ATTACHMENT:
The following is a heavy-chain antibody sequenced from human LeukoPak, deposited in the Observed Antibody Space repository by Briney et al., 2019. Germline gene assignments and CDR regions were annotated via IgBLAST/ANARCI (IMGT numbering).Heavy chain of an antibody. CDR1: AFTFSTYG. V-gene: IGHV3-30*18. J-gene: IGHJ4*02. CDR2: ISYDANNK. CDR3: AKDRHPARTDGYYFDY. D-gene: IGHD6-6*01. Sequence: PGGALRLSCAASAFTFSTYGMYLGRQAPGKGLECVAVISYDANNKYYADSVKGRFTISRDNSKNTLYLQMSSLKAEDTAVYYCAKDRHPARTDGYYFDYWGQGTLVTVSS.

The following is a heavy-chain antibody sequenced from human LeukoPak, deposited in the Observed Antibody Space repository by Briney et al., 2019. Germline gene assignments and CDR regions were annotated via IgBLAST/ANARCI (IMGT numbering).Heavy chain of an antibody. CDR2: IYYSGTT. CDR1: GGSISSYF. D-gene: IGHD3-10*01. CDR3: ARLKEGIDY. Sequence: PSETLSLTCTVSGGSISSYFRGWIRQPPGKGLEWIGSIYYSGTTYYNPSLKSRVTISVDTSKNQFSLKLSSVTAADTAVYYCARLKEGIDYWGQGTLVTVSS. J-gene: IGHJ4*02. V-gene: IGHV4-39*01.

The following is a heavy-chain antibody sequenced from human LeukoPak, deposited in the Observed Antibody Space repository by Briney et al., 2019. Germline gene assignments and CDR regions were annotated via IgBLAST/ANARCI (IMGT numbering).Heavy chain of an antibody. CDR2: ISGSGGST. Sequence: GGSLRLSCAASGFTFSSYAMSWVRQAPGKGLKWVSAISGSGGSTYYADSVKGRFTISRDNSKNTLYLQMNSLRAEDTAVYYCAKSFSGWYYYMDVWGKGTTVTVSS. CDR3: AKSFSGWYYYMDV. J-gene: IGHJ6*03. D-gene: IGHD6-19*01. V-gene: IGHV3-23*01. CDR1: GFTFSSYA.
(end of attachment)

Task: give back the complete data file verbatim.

The following is a heavy-chain antibody sequenced from human LeukoPak, deposited in the Observed Antibody Space repository by Briney et al., 2019. Germline gene assignments and CDR regions were annotated via IgBLAST/ANARCI (IMGT numbering).Heavy chain of an antibody. CDR1: AFTFSTYG. V-gene: IGHV3-30*18. J-gene: IGHJ4*02. CDR2: ISYDANNK. CDR3: AKDRHPARTDGYYFDY. D-gene: IGHD6-6*01. Sequence: PGGALRLSCAASAFTFSTYGMYLGRQAPGKGLECVAVISYDANNKYYADSVKGRFTISRDNSKNTLYLQMSSLKAEDTAVYYCAKDRHPARTDGYYFDYWGQGTLVTVSS.

The following is a heavy-chain antibody sequenced from human LeukoPak, deposited in the Observed Antibody Space repository by Briney et al., 2019. Germline gene assignments and CDR regions were annotated via IgBLAST/ANARCI (IMGT numbering).Heavy chain of an antibody. CDR2: IYYSGTT. CDR1: GGSISSYF. D-gene: IGHD3-10*01. CDR3: ARLKEGIDY. Sequence: PSETLSLTCTVSGGSISSYFRGWIRQPPGKGLEWIGSIYYSGTTYYNPSLKSRVTISVDTSKNQFSLKLSSVTAADTAVYYCARLKEGIDYWGQGTLVTVSS. J-gene: IGHJ4*02. V-gene: IGHV4-39*01.

The following is a heavy-chain antibody sequenced from human LeukoPak, deposited in the Observed Antibody Space repository by Briney et al., 2019. Germline gene assignments and CDR regions were annotated via IgBLAST/ANARCI (IMGT numbering).Heavy chain of an antibody. CDR2: ISGSGGST. Sequence: GGSLRLSCAASGFTFSSYAMSWVRQAPGKGLKWVSAISGSGGSTYYADSVKGRFTISRDNSKNTLYLQMNSLRAEDTAVYYCAKSFSGWYYYMDVWGKGTTVTVSS. CDR3: AKSFSGWYYYMDV. J-gene: IGHJ6*03. D-gene: IGHD6-19*01. V-gene: IGHV3-23*01. CDR1: GFTFSSYA.